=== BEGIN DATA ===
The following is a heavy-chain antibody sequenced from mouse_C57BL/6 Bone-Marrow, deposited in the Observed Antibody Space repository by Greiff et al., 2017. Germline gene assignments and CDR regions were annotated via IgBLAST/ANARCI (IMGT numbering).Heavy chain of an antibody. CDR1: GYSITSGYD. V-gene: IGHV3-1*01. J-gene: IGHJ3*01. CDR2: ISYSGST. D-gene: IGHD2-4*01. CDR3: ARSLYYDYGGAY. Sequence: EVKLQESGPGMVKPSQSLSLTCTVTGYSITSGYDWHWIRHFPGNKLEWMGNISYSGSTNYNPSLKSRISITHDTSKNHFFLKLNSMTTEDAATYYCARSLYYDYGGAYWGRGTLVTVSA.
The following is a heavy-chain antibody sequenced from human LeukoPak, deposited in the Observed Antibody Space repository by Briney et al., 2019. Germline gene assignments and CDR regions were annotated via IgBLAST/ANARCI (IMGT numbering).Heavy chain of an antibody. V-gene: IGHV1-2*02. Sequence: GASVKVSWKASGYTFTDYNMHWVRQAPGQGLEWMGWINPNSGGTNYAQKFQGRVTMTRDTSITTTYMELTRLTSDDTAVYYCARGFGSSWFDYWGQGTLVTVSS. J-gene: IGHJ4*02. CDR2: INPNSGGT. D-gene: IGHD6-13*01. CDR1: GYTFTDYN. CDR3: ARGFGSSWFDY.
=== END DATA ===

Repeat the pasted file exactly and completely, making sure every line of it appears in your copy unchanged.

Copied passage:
The following is a heavy-chain antibody sequenced from mouse_C57BL/6 Bone-Marrow, deposited in the Observed Antibody Space repository by Greiff et al., 2017. Germline gene assignments and CDR regions were annotated via IgBLAST/ANARCI (IMGT numbering).Heavy chain of an antibody. CDR1: GYSITSGYD. V-gene: IGHV3-1*01. J-gene: IGHJ3*01. CDR2: ISYSGST. D-gene: IGHD2-4*01. CDR3: ARSLYYDYGGAY. Sequence: EVKLQESGPGMVKPSQSLSLTCTVTGYSITSGYDWHWIRHFPGNKLEWMGNISYSGSTNYNPSLKSRISITHDTSKNHFFLKLNSMTTEDAATYYCARSLYYDYGGAYWGRGTLVTVSA.
The following is a heavy-chain antibody sequenced from human LeukoPak, deposited in the Observed Antibody Space repository by Briney et al., 2019. Germline gene assignments and CDR regions were annotated via IgBLAST/ANARCI (IMGT numbering).Heavy chain of an antibody. V-gene: IGHV1-2*02. Sequence: GASVKVSWKASGYTFTDYNMHWVRQAPGQGLEWMGWINPNSGGTNYAQKFQGRVTMTRDTSITTTYMELTRLTSDDTAVYYCARGFGSSWFDYWGQGTLVTVSS. J-gene: IGHJ4*02. CDR2: INPNSGGT. D-gene: IGHD6-13*01. CDR1: GYTFTDYN. CDR3: ARGFGSSWFDY.